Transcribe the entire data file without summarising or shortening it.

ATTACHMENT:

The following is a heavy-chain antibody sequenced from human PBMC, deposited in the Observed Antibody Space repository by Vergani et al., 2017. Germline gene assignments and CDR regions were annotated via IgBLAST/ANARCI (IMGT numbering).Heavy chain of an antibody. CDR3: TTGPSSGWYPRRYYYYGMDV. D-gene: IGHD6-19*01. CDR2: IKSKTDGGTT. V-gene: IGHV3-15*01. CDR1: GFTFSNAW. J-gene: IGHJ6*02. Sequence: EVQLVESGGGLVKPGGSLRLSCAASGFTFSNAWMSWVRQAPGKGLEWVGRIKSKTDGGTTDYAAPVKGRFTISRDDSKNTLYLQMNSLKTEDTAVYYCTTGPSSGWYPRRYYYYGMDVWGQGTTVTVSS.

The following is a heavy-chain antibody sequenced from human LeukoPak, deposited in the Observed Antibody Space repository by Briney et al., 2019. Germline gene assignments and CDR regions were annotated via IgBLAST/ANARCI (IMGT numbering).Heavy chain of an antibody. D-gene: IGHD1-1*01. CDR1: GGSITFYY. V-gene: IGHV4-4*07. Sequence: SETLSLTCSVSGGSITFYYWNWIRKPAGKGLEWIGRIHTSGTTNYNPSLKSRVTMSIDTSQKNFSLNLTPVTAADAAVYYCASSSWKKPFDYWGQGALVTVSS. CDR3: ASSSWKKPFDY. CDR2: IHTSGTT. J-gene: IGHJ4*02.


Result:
The following is a heavy-chain antibody sequenced from human PBMC, deposited in the Observed Antibody Space repository by Vergani et al., 2017. Germline gene assignments and CDR regions were annotated via IgBLAST/ANARCI (IMGT numbering).Heavy chain of an antibody. CDR3: TTGPSSGWYPRRYYYYGMDV. D-gene: IGHD6-19*01. CDR2: IKSKTDGGTT. V-gene: IGHV3-15*01. CDR1: GFTFSNAW. J-gene: IGHJ6*02. Sequence: EVQLVESGGGLVKPGGSLRLSCAASGFTFSNAWMSWVRQAPGKGLEWVGRIKSKTDGGTTDYAAPVKGRFTISRDDSKNTLYLQMNSLKTEDTAVYYCTTGPSSGWYPRRYYYYGMDVWGQGTTVTVSS.

The following is a heavy-chain antibody sequenced from human LeukoPak, deposited in the Observed Antibody Space repository by Briney et al., 2019. Germline gene assignments and CDR regions were annotated via IgBLAST/ANARCI (IMGT numbering).Heavy chain of an antibody. D-gene: IGHD1-1*01. CDR1: GGSITFYY. V-gene: IGHV4-4*07. Sequence: SETLSLTCSVSGGSITFYYWNWIRKPAGKGLEWIGRIHTSGTTNYNPSLKSRVTMSIDTSQKNFSLNLTPVTAADAAVYYCASSSWKKPFDYWGQGALVTVSS. CDR3: ASSSWKKPFDY. CDR2: IHTSGTT. J-gene: IGHJ4*02.